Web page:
Tackling inflation: how SMEs can face rising costs head on

February 3, 2023

In the UK, small and medium sized enterprises (SMEs) are showing admirable resolve. In true British spirit, millions across the country continue to power on against a backdrop of severe economic downturn, remaining focused on driving growth and revenue.

But these efforts are at risk of being eclipsed by of the impact of inflation. In fact, FSB data shows that over three quarters of small business owners cite inflation as their main concern in relation to the cost of running their business. Specifically, FSB’s Q4 Small Business Index found that spiralling energy costs are causing these widespread difficulties, with businesses facing many of the same challenges as consumers when it comes to negotiating energy deals, but without the same protections.

While these are undeniably challenging times for many business owners, there are measures they can take to lessen the inflation’s impact.

Building a business plan

SMEs must have a cash flow business plan in place that they can refer to if their business needs to undertake any unexpected payments, or should they need to prepare against any financial threats, such as continued sky-rocketing inflation.

For SMEs, updating a cash flow business plan entails deliberating over their cash flow forecast and budgeting ahead of time to account for these financial threats. When assessing a cash flow forecast, SME owners should always ensure they’re operating in real time, so their forecast is up-to-date, particularly when market conditions are volatile – such as in the current economic climate. Continuing to review a cash flow forecast across quarterly periods and calculating how much cash is needed to manage increases across utilities, VAT, production costs, staffing costs and marketing costs is also highly recommended. And it can be done with relative ease, via one of the many cloud-accounting software and solutions on the market.

Having a plan like this in place will enable businesses to continue to trade effectively so they can keep calm, carry on and work towards achieving their growth goals.

Dealing with rising costs

Profit margins are reducing, and now thanks to inflation SMEs are spending more on things such as overheads and every day running expenses to continue trading as the cost of doing business rises in line with the cost of living. As such, SMEs need to find alternative ways to balance profit margins, so they don’t end up relying on raising prices over the level of inflation to make a profit.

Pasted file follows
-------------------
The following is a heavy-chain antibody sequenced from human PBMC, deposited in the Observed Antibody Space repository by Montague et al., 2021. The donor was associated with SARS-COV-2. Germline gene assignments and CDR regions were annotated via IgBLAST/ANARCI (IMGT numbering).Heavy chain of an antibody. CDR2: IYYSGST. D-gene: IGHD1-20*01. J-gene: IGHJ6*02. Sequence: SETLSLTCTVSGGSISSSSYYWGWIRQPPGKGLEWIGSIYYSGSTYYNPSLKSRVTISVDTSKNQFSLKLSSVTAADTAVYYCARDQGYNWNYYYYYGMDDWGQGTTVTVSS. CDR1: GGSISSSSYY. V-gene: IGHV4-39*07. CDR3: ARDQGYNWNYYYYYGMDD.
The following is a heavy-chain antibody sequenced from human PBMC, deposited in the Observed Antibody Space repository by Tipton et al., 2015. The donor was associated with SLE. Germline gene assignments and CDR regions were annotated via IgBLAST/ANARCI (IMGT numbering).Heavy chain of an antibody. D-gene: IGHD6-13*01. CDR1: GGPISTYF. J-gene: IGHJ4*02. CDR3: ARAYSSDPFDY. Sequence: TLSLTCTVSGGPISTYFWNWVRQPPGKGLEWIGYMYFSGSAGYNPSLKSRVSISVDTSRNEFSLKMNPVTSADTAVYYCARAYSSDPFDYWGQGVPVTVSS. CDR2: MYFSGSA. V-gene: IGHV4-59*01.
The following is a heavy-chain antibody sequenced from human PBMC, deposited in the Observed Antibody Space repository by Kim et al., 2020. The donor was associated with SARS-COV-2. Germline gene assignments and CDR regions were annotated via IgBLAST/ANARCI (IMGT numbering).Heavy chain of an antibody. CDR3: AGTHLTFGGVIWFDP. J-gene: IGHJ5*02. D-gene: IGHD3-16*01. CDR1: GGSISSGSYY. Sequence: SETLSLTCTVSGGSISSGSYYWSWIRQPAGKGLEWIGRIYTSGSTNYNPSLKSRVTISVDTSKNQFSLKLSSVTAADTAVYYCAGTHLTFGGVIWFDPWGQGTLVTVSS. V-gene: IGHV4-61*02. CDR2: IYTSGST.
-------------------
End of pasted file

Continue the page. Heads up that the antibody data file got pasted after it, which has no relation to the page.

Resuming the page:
There are a number of ways businesses can do this, including automating processes where possible to reduce administrative and book-keeping costs. Completing energy audits to see how they can reduce their energy consumption is also wise, while leasing large assets like vehicles and machinery instead of purchasing them outright could also save money.

The different finance options available

To face rising costs head on, seeking alternative finance to help fund gaps in working capital, or to provide some financial stability is by far the most effective option. There are several options available:

Trade finance – the process whereby financial products are used by companies to facilitate international trade and commerce when needed – helps businesses offset or close any potential payment gaps and helps mitigate higher costs in import and export fees.  This means that the businesses can continue to fulfil customer orders on time and free up cash to pay their expenses. Trade finance can also reduce risks regarding currency fluctuations which has been even more common this year.

Invoice finance – where lenders use unpaid invoices as security for funding, giving businesses quick access to a percentage of that invoice’s value – can also help manage cashflow. It gives SMEs better control over working capital and can even be used to prevent late payments which is currently plaguing many SMEs up and down the country.

Businesses can also turn to asset finance – where businesses spread the cost of large assets across small regular payments, freeing up funds to make additional purchases elsewhere. Following this route will enable businesses to grow and increase the potential for trade opportunities.

Through regular cash-injections – like working capital loans – businesses can ensure the day-to-day running of business operations, even when funds are tight.  And from these, other existing funds can be freed up to spend on things like business development to spearhead commercial growth. This could potentially be the most suitable option for keeping businesses sustained through tough market conditions and increasing inflation.

Accessing different types of finance

Traditionally, accessing finance for business has not come without its challenges – particularly for young businesses or those with small turnovers – but innovations such as open banking are levelling the playing field. Open banking allows lenders to access transaction data directly from a business bank account to verify the financial health of a business – making it easier for businesses who might have been turned down before to access finance.

The importance of a business credit score can’t be understated. Business credit scores work very much like personal ones. Banks and lenders use them to make informed decisions about the risk a business presents when it applies for a loan or a financial product. In short, a business credit score may affect whether a business’s application for a loan will be accepted, and it could also impact the rates it will be offered.

If you would like to know more about you can tackle inflation, then visit Stoke-on-Trent & Staffordshire Growth Hub today: Finance and Support – Stoke on Trent Staffordshire Growth Hub (stokestaffsgrowthhub.co.uk)

Call the Business Helpline to find out how we can help your business. Call 0300 111 8002.